Persky: Any in-house department has controllable and uncontrollable costs. Employees are a fixed cost. We control the fixed costs by holding headcount flat, ruthlessly prioritizing what we do and do not manage so as to focus our limited resources on the most strategic and value-added work for the organization. Outside counsel fees are often not controllable — we cannot prevent people from suing us. Therefore, in working with outside counsel, we have sought to obtain preferential billing rates through a convergence program that increases the volume of work we give a smaller number of firms. This concept has been successful to a point. We are reducing the number of firms with which we deal even further and looking for ways to better align risks with rewards so that our preferred provider firms share in the upsides of our business while standing beside us to endure the downsides as well. Alternative billing arrangements will become the norm for us, rather than the exception.
Warren: The primary areas of external legal expense are outside counsel and discovery fees and expenses. Our strategies to reduce these spend-centers focus on developing strategic partnerships with our key firms, implementing preferred pricing with our discovery vendors, and promoting proactive negotiations with both. In order to manage firm fees, our team has implemented a component-based alternative fee model that assigns unit costs to the bulk of pre-trial work on a matter-by-matter basis. We provide the firms an incentive to come in under budget, and a reconciliation process insures that the proposals are not artificially inflated to “game” the outcome. We also use an annual rate approval process, which allows us to negotiate rates and tiered discounting arrangements spanning all work completed by a firm in a calendar year.
Discovery projects can be very substantial for a given matter, and thus, each project involving fees in excess of $50,000 requires a Statement of Work (SOW). When possible, we issue competitive bidding events for the entire breadth of discovery services associated with the project to gain efficiencies of scale. The SOW gives visibility to costs up-front to verify that the scope and cost of the discovery project are warranted for favorable resolution of the matter and also implements an approval process to approve increases.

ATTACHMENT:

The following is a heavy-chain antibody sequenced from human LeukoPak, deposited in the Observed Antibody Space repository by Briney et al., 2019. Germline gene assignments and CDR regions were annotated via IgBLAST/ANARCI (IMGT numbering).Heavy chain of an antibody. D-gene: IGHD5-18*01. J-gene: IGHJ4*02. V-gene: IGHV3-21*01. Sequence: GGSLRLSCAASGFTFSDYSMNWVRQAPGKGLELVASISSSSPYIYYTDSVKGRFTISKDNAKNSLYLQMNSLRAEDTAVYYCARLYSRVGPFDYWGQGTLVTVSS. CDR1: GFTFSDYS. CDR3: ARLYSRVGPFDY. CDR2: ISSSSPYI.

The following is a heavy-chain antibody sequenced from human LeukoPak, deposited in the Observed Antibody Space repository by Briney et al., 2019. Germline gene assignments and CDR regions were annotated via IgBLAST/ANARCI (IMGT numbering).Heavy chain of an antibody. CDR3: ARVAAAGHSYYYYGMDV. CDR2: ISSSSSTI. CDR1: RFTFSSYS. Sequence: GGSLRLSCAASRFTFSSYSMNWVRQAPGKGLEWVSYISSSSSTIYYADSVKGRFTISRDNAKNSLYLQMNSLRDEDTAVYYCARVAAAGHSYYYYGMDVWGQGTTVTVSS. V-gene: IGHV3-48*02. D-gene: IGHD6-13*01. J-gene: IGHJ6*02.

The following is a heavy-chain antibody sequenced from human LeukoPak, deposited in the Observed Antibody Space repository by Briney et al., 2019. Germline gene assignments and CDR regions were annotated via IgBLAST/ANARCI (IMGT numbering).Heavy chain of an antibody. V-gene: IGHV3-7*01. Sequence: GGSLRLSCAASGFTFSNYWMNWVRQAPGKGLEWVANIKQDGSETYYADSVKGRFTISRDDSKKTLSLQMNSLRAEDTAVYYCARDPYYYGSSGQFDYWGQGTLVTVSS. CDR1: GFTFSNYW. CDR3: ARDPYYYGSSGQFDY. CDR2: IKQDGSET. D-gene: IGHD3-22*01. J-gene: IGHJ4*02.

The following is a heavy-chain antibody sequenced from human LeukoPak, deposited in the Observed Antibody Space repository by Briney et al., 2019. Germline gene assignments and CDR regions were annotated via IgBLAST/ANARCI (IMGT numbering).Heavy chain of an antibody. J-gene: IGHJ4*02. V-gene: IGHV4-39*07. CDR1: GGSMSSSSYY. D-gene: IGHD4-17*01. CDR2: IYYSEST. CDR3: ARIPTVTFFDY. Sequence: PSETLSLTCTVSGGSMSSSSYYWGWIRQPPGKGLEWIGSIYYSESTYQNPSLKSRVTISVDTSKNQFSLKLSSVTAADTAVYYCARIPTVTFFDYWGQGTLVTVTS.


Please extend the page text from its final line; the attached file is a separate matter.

Johnson: We have offered many different cost-saving mechanisms to our clients in the past, some of which Marla and Lisa just alluded to. For example, we have entered into volume discount arrangements on an hourly rate basis, fixed fee, and flat fee arrangements in connection with transactions, corporate, and general contract work.
We have also entered into arrangements whereby we receive a flat fee per litigated matter for the first 120 days after the client tenders the matter to us. Our services under this flat fee include those services normally performed at the outset of litigation, and if we resolve a matter in the first 120 days of representation, then the client will pay us an early resolution bonus. Upon the termination of the initial 120 day period, the billing arrangement transitions to our ordinary hourly billing rates, but this preliminary flat rate provides clients with the ability to control costs and accurately budget during the early stages of a lawsuit. After this 120 day period, the client usually has a better understanding of its exposure in the particular lawsuit and can then assess the pluses and minuses of settlement. The early resolution bonus provides us with a reward for reaching a speedy resolution and at the same time still provides the client with a great cost-savings in the long run.
Saxton: What have been the primary impediments, if any, that you have seen or experienced when trying to implement new legal billing methods and concepts? Have you been able to overcome these impediments, and if so, how?
Warren: We use electronic billing to track our alternative fees. The UTBMS codes used for e-billing are a close-fit but do not match our version of the pre-trial work breakdown structure. After mapping the codes to our template, we were able to use the current UTBMS code set. However, we invested significant effort to redefine the codes to match the components we innumerate in our alternative fee template.